Insufficient vitamin D levels linked to increased atherosclerosis in diabetics
Friday, November 16, 2012. The November 9, 2012 issue of The Journal of Biological Chemistry published an article by researchers at Washington University in St Louis that describes a protective effect for higher serum vitamin D levels against the development of atherosclerosis in patients with type 2 diabetes.
"About 26 million Americans now have type 2 diabetes," noted Carlos Bernal-Mizrachi, MD, the study's lead researcher. "And as obesity rates rise, we expect even more people will develop diabetes. Those patients are more likely to experience heart problems due to an increase in vascular inflammation, so we have been investigating why this occurs."
Dr Bernal-Mizrachi and his associates tested their hypothesis that monocytes (a type of white blood cell) from diabetics who are deficient in vitamin D would be likelier to promote atherosclerosis than those found in individuals who are vitamin D-sufficient. For the current study, serum 25-hydroxyvitamin D levels and other factors were measured in blood samples from 43 type 2 diabetics and 25 control subjects.
Diabetic patients who had sufficient serum levels of vitamin D of at least 30 nanograms per milliliter experienced less monocyte adhesion to endothelial cells (cells that line the blood vessels) in comparison with subjects with insufficient levels. Monocytes are transformed into cells called macrophages upon encountering inflammation. The adherence of macrophages to blood vessel walls, combined with accumulation of cholesterol, leads to the formation of plaque, which eventually impedes blood flow.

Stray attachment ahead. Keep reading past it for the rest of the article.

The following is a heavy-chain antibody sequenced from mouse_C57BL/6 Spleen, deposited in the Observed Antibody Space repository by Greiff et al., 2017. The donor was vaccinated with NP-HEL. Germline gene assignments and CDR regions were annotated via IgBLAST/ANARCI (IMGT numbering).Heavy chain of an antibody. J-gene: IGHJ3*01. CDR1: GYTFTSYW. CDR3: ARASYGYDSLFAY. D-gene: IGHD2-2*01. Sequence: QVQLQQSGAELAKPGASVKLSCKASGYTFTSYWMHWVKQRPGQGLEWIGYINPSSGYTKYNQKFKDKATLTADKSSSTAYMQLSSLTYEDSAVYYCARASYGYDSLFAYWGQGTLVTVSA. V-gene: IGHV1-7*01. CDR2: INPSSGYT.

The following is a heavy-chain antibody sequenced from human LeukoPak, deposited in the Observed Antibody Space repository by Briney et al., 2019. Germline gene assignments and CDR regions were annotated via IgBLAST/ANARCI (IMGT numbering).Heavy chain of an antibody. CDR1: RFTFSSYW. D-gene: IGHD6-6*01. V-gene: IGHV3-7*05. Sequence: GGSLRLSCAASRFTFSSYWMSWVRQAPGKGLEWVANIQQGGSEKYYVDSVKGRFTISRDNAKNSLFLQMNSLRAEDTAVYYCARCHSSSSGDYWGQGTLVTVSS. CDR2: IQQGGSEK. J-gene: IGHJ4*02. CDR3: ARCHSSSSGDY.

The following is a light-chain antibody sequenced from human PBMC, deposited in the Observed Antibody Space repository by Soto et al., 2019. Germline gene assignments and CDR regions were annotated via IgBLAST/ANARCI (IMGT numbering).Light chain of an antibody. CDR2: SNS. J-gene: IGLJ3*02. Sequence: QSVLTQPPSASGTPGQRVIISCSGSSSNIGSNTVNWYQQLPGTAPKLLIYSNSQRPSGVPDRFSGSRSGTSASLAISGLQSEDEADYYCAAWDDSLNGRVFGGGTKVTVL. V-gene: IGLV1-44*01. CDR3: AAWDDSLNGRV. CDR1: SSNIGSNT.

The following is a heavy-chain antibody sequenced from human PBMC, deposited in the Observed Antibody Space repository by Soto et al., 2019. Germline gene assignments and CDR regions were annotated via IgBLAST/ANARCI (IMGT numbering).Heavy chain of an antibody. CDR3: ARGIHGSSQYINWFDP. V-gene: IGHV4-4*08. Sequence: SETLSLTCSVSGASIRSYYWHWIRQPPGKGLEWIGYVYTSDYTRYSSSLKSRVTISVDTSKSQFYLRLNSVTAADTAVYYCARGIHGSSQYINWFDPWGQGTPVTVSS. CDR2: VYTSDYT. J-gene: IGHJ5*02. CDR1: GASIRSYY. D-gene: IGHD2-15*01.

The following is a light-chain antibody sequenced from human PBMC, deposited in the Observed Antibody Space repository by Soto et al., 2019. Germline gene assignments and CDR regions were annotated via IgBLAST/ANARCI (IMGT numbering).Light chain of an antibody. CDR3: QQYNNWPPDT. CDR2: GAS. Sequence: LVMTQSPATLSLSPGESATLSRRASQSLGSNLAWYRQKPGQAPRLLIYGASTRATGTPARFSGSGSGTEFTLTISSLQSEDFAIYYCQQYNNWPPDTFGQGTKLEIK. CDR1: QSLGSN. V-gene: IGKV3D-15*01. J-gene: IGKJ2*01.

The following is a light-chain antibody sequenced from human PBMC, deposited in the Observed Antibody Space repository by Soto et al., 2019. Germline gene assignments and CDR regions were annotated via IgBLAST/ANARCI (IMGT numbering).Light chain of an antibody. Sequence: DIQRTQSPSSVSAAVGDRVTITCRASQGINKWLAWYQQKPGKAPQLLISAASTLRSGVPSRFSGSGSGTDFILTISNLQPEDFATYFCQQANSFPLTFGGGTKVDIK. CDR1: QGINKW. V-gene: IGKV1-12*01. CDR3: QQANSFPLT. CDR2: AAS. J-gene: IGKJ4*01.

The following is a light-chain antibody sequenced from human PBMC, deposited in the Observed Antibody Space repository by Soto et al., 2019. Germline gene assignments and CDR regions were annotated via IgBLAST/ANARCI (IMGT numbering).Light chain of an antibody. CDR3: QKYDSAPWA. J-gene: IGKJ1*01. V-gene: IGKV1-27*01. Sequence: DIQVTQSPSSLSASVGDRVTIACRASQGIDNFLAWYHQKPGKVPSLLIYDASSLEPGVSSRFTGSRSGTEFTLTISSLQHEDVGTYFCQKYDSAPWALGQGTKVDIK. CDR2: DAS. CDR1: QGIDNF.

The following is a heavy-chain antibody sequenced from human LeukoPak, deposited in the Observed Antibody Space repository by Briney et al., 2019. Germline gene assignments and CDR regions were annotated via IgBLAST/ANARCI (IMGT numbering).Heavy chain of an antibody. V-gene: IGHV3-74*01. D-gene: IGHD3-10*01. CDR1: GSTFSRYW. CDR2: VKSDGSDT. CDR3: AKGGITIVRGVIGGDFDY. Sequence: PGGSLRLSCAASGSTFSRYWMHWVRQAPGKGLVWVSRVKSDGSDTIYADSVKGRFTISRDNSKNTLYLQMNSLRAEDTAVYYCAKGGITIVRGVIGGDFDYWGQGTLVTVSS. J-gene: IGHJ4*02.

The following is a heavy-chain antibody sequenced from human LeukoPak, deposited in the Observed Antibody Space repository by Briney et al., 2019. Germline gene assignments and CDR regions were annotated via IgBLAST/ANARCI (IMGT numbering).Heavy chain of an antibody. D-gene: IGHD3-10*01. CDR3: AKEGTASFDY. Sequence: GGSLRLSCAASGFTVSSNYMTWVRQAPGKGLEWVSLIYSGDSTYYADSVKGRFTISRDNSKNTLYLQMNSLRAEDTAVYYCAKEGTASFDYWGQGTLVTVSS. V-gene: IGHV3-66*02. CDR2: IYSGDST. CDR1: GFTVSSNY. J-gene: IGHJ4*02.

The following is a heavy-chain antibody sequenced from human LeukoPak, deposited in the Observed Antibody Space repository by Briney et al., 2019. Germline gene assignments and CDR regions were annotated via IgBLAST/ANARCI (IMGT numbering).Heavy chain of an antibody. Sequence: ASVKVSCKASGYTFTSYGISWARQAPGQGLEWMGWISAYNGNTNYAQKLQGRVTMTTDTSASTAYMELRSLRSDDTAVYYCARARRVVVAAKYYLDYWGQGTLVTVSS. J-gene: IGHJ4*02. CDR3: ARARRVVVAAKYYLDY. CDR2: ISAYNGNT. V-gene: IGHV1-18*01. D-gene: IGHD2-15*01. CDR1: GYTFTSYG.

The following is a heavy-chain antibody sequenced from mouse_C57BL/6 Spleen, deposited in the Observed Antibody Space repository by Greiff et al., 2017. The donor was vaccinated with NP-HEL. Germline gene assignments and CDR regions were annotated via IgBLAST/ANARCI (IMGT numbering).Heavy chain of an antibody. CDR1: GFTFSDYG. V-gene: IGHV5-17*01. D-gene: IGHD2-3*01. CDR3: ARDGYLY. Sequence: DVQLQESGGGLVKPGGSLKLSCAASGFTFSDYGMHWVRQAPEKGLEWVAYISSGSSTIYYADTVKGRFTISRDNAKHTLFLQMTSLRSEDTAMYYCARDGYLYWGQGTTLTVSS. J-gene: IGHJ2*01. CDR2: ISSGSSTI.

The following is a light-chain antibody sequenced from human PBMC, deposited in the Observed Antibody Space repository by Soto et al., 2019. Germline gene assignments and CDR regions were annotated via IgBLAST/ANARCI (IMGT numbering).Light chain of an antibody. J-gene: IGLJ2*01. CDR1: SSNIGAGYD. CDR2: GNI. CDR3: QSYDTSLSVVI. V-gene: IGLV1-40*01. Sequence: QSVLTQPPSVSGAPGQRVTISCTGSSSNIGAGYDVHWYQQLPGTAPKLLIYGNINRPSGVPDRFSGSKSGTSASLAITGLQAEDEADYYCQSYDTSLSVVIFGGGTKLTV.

"We took everything into account," first author Amy E. Riek, MD noted. "We looked at blood pressure, cholesterol, diabetes control, body weight and race. But only vitamin D levels correlated to whether these cells stuck to the blood vessel wall."
"In the future, we hope to generate medications, potentially even vitamin D itself, that help prevent the deposit of cholesterol in the blood vessels," added Dr Bernal-Mizrachi, who is an assistant professor of medicine and cell biology and physiology at Washington University School of Medicine. "Previous studies have linked vitamin D deficiency in these patients to increases in cardiovascular disease and in mortality. Other work has suggested that vitamin D may improve insulin release from the pancreas and insulin sensitivity. Our ultimate goal is to intervene in people with diabetes and to see whether vitamin D might decrease inflammation, reduce blood pressure and lessen the likelihood that they will develop atherosclerosis or other vascular complications."